The Circular Economy: An Essay on Hope in the Supply Chain
Stick your head in a garbage can!
You’ll see your contribution to the global waste problem. Directly, as an individual you can act to reduce waste; collectively we can and will do more.
What happened to us? Our current economic model is one where we assumed infinite resources to extract, harvest, and reap benefits for shareholders. This model worked well until we observed the signs of abuse. Emissions exceeding the ability of the biosphere to absorb the toxins; the degradation of water supplies due to contamination from confined animal feed operations; landfill sites being filled with discarded fast moving consumer goods which are no longer fashionable or technically advantageous. A sense of consumptive entitlement.
What might save us? More responsible use of resources and improved product design being championed and introduced through the circular economy principles. The impetus for the circular economy movement is credited to Ellen MacArthur and her vision for a sustainable world. It’s early days but the circular economy is giving us the sense of hope that there are better ways to deliver value and affect social and economic development.
The principles of the circular economy are:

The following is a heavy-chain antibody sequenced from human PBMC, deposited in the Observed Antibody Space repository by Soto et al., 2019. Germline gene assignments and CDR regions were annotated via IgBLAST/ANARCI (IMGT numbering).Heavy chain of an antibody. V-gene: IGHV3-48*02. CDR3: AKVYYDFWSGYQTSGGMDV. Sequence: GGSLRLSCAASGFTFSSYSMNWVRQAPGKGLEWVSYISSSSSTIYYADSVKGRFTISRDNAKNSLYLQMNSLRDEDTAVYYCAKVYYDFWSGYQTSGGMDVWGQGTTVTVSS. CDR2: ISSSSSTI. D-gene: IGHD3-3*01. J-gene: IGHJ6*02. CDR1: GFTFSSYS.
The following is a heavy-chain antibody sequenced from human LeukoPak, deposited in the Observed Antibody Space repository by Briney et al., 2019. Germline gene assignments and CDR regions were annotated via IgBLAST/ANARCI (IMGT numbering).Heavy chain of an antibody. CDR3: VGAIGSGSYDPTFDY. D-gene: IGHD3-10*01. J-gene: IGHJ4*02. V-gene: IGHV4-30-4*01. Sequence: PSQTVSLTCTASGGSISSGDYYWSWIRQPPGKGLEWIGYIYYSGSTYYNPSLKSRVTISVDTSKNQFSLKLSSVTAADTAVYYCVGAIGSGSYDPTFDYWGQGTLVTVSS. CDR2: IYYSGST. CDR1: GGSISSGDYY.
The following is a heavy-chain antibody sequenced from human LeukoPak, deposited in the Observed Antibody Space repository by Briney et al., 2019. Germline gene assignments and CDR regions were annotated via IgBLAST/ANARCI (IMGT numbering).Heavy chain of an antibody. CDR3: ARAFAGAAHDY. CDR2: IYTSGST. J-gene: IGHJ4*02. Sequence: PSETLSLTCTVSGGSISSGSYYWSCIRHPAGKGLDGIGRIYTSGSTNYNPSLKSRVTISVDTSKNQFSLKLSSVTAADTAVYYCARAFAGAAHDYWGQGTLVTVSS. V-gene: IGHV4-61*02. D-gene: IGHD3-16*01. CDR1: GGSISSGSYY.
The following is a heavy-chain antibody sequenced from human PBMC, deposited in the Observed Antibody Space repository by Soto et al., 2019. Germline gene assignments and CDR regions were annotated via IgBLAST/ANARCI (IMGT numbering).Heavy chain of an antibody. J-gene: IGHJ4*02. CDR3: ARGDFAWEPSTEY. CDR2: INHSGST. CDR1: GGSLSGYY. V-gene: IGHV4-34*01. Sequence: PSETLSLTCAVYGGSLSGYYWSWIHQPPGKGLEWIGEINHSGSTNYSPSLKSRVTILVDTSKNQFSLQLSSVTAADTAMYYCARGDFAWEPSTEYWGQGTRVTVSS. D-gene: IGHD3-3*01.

- Preserve and enhance natural capital
- Optimize resource yields
- Design out negative externalities
How might these principles affect your supply chain? The circular economy has the ability to turn the supply chain pyramid on its head. How would this affect sourcing if no new raw materials could be used to sustain production? What actions might be taken to ensure supplies would not be interrupted in the absence of conventional materials? What changes in the market would need to take place to ensure material availability could be met? How could a company remain competitive within a circular economy model? After all, to the latter question, we need economic benefits to avoid bankruptcies and support social programs.
What should we do? The implications for buyers and sellers is to take stock of their supply chains in the market. Companies could start having the dialogue today on sustainable strategies in order to stay alive tomorrow. The supplier you need in 5-years may not exist today given the transformative properties of the circular economy. Conversely, companies dependent on infinite resource access and continuous consumption may not adapt to the new world we are entering. There will be losers and winners.
Even if the circular economy does not unfold exactly as predicted, reducing waste, becoming more efficient with resources and conserving energy adds to the bottom line. Doing nothing is not an option.
The failure of recycling to solve the waste problem. The basic premise behind recycling was that manufacturers would continue to produce goods and society would bear any disposal related costs. Lower cost goods increased demand until it is no longer economically viable to recycle the mountains of waste.